Feb. 27 (Bloomberg) -- Nokia Oyj declined the most in a month as the company unveiled handsets at Mobile World Congress that matched the lineup expected before the show.
The world’s biggest mobile phone maker by volume fell as much as 6 percent to 4.07 euros, the biggest intraday drop since Jan. 27, and traded down 5.2 percent at 4.10 euros as of 12:59 p.m. in Helsinki.
Nokia announced the 189-euro ($254) Lumia 610 today, aimed at extending its line running Microsoft Corp.’s Windows Phone into the mass market and building volume to reclaim market share from handsets using Google Inc.’s Android. Nokia also unveiled a global version of the Lumia 900, announced last month with AT&T Inc. in the U.S. Other products included a handset with a 41-megapixel camera sensor, and three Asha low-end models. All were anticipated in industry blogs, analyst reports and news stories.
“It’s a case of buy the rumors, sell the facts,” said Lars Soederfjell, a Stockholm-based analyst with Bank of Aaland. “There were basically no new products the market didn’t know about. I am a little bit surprised the reaction was so negative.”
Nokia rose to a four-week high on Feb. 24 after saying it would announce “significant industry news” at the Mobile World Congress in Barcelona today. The company returned to the trade fair with products for the first time since 2009.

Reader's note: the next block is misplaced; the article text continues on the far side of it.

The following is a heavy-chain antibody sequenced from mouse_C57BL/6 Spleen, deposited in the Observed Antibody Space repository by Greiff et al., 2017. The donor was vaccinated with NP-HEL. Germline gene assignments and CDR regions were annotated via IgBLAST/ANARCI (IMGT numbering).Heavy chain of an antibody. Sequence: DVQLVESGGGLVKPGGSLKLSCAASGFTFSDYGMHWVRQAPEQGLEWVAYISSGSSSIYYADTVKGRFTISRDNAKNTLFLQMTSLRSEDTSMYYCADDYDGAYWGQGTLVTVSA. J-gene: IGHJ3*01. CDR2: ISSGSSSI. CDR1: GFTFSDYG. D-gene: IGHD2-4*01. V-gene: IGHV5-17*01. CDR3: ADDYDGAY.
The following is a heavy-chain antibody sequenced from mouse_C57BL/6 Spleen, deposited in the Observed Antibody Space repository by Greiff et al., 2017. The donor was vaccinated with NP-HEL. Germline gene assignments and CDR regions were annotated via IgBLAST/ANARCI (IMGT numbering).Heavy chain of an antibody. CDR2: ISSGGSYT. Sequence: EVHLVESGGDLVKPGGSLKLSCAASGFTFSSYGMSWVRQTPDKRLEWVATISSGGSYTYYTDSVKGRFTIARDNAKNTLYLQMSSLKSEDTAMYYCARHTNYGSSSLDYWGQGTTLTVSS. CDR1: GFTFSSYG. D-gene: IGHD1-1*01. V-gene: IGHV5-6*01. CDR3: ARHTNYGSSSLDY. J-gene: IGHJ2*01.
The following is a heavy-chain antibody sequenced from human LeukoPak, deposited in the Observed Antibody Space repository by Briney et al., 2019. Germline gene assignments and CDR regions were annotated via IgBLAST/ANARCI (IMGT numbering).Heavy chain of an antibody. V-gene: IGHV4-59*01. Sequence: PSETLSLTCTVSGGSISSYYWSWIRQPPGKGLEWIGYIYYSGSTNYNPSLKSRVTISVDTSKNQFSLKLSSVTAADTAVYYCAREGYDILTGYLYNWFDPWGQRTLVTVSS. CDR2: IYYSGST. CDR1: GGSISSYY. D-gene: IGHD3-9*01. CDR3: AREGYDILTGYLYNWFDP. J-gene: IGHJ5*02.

“They will get really tough competition from the Asian vendors,” including Huawei Technologies Co., Soederfjell said. “Still, I think the 189 price point is low enough to make this product sell.”
The Lumia 610 is the most important product for Nokia to stop its market-share slide, said Michael Schroeder, a Helsinki-based analyst with FIM Bank.
Nokia’s share of smartphones sold dipped to 12 percent in the fourth quarter from about 30 percent a year earlier as Windows Phones failed to take up the slack from Nokia’s declining Symbian line, according to researcher Gartner Inc.
“The price is maybe a bit higher than I expected but it’s still quite a good product in driving Windows Phone down toward lower-volume segments,” Schroeder said. “I think they could stabilize the market-share slide in summer or early autumn but more is needed for the company to turn up again.”
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